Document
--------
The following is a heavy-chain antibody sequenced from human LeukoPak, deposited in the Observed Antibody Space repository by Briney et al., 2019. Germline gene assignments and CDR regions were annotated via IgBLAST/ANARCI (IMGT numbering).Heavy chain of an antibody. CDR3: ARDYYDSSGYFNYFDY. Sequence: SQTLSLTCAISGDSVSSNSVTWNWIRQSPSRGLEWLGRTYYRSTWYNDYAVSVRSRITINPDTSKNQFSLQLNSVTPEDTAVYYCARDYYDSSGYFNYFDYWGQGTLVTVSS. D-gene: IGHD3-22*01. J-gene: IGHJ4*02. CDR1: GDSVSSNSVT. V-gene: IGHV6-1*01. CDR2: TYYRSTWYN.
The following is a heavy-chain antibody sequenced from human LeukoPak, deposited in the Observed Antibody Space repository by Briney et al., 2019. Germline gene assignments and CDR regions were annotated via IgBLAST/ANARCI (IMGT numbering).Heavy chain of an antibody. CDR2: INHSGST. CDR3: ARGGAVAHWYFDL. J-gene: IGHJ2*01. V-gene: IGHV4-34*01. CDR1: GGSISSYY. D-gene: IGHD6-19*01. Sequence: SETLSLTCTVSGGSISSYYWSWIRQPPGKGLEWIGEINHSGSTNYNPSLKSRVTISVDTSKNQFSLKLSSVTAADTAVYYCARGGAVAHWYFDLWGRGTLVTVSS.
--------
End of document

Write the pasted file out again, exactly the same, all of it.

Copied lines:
The following is a heavy-chain antibody sequenced from human LeukoPak, deposited in the Observed Antibody Space repository by Briney et al., 2019. Germline gene assignments and CDR regions were annotated via IgBLAST/ANARCI (IMGT numbering).Heavy chain of an antibody. CDR3: ARDYYDSSGYFNYFDY. Sequence: SQTLSLTCAISGDSVSSNSVTWNWIRQSPSRGLEWLGRTYYRSTWYNDYAVSVRSRITINPDTSKNQFSLQLNSVTPEDTAVYYCARDYYDSSGYFNYFDYWGQGTLVTVSS. D-gene: IGHD3-22*01. J-gene: IGHJ4*02. CDR1: GDSVSSNSVT. V-gene: IGHV6-1*01. CDR2: TYYRSTWYN.
The following is a heavy-chain antibody sequenced from human LeukoPak, deposited in the Observed Antibody Space repository by Briney et al., 2019. Germline gene assignments and CDR regions were annotated via IgBLAST/ANARCI (IMGT numbering).Heavy chain of an antibody. CDR2: INHSGST. CDR3: ARGGAVAHWYFDL. J-gene: IGHJ2*01. V-gene: IGHV4-34*01. CDR1: GGSISSYY. D-gene: IGHD6-19*01. Sequence: SETLSLTCTVSGGSISSYYWSWIRQPPGKGLEWIGEINHSGSTNYNPSLKSRVTISVDTSKNQFSLKLSSVTAADTAVYYCARGGAVAHWYFDLWGRGTLVTVSS.